The Fort Bend Foodie 03/05/14
Restaurant étiquette – Gratitude or attitude?
One thing sure to send a message about the dining experience of a patron, and probably the most contentious aspect of restaurant etiquette is the tip – otherwise know as gratuity. Expectations on this topic are never the same and purely subjective. The hourly rate waiters & waitresses receive is a small fraction of other staff members.
They depend on 90% of their tips for income and in most cases have to share their tips with bus staff, hostesses, bartenders, and food runners. It is in their best interest to make sure you have a pleasant and satisfying experience. We all have good and bad days, however, and sometimes that just doesn’t happen.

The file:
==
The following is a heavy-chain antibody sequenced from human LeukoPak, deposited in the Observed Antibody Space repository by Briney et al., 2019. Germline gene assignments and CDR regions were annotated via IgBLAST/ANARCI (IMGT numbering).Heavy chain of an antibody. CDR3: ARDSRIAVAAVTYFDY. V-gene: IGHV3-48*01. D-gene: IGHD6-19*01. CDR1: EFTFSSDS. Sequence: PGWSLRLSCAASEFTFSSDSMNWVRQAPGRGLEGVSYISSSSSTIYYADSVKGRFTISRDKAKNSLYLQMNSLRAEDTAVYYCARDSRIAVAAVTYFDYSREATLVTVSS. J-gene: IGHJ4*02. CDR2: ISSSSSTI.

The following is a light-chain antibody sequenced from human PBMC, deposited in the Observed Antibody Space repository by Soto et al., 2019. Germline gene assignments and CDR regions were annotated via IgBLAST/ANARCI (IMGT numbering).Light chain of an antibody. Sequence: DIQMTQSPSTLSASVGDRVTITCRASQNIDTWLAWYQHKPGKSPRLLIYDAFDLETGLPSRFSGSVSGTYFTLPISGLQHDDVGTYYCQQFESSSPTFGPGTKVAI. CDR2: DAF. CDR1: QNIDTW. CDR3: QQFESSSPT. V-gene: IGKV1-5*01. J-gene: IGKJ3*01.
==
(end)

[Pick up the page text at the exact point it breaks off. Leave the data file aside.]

So here are some guidelines to follow:
If you are extremely pleased with the service, tip 20% – 25% of the total bill. If the service was satisfactory, tip 15% – 20%. If it was unsatisfactory, tip 10% of the total. Only in extreme cases should a tip be withheld completely. If this occurs, the management should be informed about the incident before you leave.
When you have multiple servers such as waiter, wine steward, bartender, coat check-in, etc., the waiter should get 15% – 20% of the total food bill (before any coupons or gift cards are taken off), wine steward – 15% of the wine bill, bartender – 10% – 15% of the bar tab, coat check clerk – $1.00 per coat. and a car attendant – $2.00 – $5.00.
Do you tip at a buffet? Absolutely, and at the same rate as previously mentioned. The waiter still has to bring you drinks and anything you might have forgotten to get in the line, as well as clean away twice as many dishes.
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